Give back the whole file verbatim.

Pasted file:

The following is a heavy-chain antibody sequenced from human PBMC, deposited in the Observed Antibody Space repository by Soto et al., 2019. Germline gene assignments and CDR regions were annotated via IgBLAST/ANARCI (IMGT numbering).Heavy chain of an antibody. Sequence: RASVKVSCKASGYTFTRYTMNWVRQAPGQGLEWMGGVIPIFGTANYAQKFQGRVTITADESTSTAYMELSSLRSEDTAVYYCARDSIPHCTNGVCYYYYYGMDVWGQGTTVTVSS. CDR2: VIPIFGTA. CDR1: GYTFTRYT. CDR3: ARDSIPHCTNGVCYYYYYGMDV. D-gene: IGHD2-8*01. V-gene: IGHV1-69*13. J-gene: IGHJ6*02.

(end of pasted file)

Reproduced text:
The following is a heavy-chain antibody sequenced from human PBMC, deposited in the Observed Antibody Space repository by Soto et al., 2019. Germline gene assignments and CDR regions were annotated via IgBLAST/ANARCI (IMGT numbering).Heavy chain of an antibody. Sequence: RASVKVSCKASGYTFTRYTMNWVRQAPGQGLEWMGGVIPIFGTANYAQKFQGRVTITADESTSTAYMELSSLRSEDTAVYYCARDSIPHCTNGVCYYYYYGMDVWGQGTTVTVSS. CDR2: VIPIFGTA. CDR1: GYTFTRYT. CDR3: ARDSIPHCTNGVCYYYYYGMDV. D-gene: IGHD2-8*01. V-gene: IGHV1-69*13. J-gene: IGHJ6*02.